The Anaheim Angels and the Twins were not having great seasons, respectively. Both teams were well below .500. There was nothing happening for either team that would have predicted this being a no-hitter. The Angels were struggling to get along with their manager Terry Collins. Collins had a reputation for a volatile temper that collided with his players leading them to undermine his authority. This issue had a significant impact on the field, and players admit it was hard to play and have cohesion with the conflict looming. That was not the only thing that was against the Angels at that time. Due to the early start time and the September rosters - Joe Maddon, the new Angels manager that replaced Terry Collins, had four call-up players that had their MLB debut that day and only two starters in the line-up that day: Troy Glaus and Orlando Palmeiro. Needless to say, there was a lot going against the Angels, but that does not cheapen the no-no for Eric Milton.
How many pitchers pitched
Milton was the only Twins pitcher that pitched that day. He threw all nine innings, striking out 13 batters, with his fastball reportedly touching 94 mph. As Milton stared down the batter's box with his first no-no in progress, Steinbach behind the plate had already seen a no-hitter in his career. Even with control and a mean fast ball, Milton only allowed two walks and nothing else to the Angels.
Home or Away
The Twins hosted the game versus the Angels at the Metrodome when they were splitting the building with the Golden Gophers football team. Sharing a field meant more pressure to get through the game promptly to turn the area into a gridiron. The Dome held 60,000 people, but only 11,222 showed up to cheer on the Twins. Given their record, I am not surprised. Thanks to the acoustics of the Dome, we know that it could get loud. However, once Milton realized what was going on and his spidey sense kicked in that this may be a no-hitter around the sixth or seventh inning, he said, "It sounded like 20,000" people were in there, and that's part of what kept me going”.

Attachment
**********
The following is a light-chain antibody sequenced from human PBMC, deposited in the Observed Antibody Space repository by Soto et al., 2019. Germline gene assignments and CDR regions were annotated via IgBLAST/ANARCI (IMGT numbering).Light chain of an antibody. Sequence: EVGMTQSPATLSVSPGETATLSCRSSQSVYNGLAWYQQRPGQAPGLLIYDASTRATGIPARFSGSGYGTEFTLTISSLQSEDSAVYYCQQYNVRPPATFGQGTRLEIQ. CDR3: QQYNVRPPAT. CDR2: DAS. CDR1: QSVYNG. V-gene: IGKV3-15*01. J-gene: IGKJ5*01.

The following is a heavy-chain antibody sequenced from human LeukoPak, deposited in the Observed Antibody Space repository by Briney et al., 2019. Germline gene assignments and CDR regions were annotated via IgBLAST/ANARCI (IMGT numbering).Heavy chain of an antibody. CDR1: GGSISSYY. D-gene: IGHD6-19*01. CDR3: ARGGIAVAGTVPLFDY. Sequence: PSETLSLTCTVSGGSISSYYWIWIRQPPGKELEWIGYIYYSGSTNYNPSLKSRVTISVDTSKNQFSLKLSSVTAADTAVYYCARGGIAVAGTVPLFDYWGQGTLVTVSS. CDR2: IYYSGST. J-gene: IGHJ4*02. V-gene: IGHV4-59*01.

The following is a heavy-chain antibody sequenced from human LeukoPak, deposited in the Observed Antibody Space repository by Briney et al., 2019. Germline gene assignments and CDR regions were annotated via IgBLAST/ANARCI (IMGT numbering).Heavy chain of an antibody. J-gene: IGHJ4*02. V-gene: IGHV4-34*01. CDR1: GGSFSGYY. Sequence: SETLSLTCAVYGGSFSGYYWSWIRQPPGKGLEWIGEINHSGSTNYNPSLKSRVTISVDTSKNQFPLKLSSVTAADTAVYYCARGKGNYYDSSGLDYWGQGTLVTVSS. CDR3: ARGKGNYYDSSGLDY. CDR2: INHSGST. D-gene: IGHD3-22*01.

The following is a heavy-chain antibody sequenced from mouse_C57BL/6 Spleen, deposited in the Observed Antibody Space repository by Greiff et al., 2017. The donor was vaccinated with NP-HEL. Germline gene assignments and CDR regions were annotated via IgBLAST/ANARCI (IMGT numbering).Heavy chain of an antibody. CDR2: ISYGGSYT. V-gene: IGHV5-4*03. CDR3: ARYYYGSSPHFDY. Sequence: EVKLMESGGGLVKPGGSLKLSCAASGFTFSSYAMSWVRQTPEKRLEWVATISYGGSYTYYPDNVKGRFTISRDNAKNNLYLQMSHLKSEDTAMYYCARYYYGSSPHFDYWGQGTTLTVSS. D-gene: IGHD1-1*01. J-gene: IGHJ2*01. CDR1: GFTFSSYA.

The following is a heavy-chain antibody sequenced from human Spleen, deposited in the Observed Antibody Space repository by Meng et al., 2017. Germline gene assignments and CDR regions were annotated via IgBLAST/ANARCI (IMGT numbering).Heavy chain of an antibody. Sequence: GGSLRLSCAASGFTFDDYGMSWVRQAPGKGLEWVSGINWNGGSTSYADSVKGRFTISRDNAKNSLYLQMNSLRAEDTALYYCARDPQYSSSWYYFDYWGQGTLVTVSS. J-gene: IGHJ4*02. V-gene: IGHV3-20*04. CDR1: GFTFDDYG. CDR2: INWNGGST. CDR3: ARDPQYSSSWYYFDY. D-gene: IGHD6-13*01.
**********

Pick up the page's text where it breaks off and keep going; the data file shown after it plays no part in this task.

Did the pitcher hit
In Major League Baseball, the Designated Hitter rule had been in place for more than 20 years. Even though Milty did not have to hit, the offense was on fire. Terry Steinbach set the tone in the bottom of the first inning. He hit a triple to right field which scored Matt Lawton and gave the Twins a lead.
The Twins offense scored seven runs by the end of the game, the highest number of runs of any Twins no-hitters.
Even though he didn’t have many at-bats with the Twins, Milton when he was traded to the Phillies in exchange for Carlos Silva, Nick Punto and Bobby Korecky in 2004. He wasn't a great hitter, but with 209 plate appearances, he posted a .166 batting average, above average of pitchers.
This no-hitter was fun to research and write about. From Milton’s superstition to other fun facts I learned, such as the ill-timed "Wheel of Fortune" promotion. A fan had to fill in the letters of a puzzle on the scoreboard to unveil the answer to the question of "Who pitched the first no-hitter for the Twins?" (Jack Kralick) The question had been developed before the game and went unchanged despite the no-hit bid.
Eric Milton says that this no-hitter isn't on the top of his list of achievements. That Moment was his 2002 American League Divisional Series win against the Oakland A's, where he held them to only two earned runs after pitching seven innings. Milton threw second no-hitter in 2004 with the Phillies.
Would this have been your second choice? Would it have even been in your top three? Does the DH make a difference to you in how you view pitching? Let me know your thoughts.
I look forward to discussions!